With Africa Day being celebrated, those who had to leave their countries of birth to seek out a living in South Africa say opportunities are better here. Today marks the 60th anniversary of Africa Day. The day commemorates the creation of the African Union formerly known as the Organisation of African Unity (OAU), and is celebrated across the African continent.
Aena Mwenze, a mother of four is one of many Democratic Republic of Congo (DRC) nationals who came to South Africa. She’s been in the country for the past 13-years with her husband – after leaving their family in the DRC.
“I came to South Africa because of my husband was on hunt as a doctor and for marriage I was supposed to follow him here,” says Mwenze.
Difficult to adjust at first, she managed to start her own decorating business. She’s remembering her roots and still prepares the traditional delicacies of the DRC. She wants everyone on the African continent to live in harmony.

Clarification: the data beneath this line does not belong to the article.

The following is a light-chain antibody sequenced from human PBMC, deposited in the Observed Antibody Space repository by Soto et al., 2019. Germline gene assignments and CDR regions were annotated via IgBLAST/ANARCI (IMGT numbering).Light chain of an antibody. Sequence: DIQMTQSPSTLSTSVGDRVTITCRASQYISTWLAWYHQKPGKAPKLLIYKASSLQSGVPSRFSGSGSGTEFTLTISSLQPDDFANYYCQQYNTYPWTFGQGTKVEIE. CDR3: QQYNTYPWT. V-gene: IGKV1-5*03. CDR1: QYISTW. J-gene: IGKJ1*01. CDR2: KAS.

“Now in South Africa life here is very fine. At the beginning it was quite difficult, the language for us and the integrity but now it’s very okay. Everywhere in South Africa it’s like that but as we are all in the same continent I think we are trying to live nicely according to the culture. We also find here in this country and we accommodate ourselves in,” Mwenze adds.
Sam Kofi Ohemeng, a 43-year-old Ghanainian national, has been in South Africa for the past nine-years. He came here too for better opportunities. Africa Day, he says is about independence.
“Africa Day means a lot to me because it’s a day I see we get independence from the white I would say slavery. We have our own and we do our own thing. We go in the way we want so it’s a great day for me seeing my other African brothers and sisters moving around freely,” says Ohemeng.
Africa Day is an opportunity to celebrate African diversity and success, and to highlight the cultural and economic possibilities that exist in Africa.
Africa Day | Many foreign nationals say opportunities are better in SA: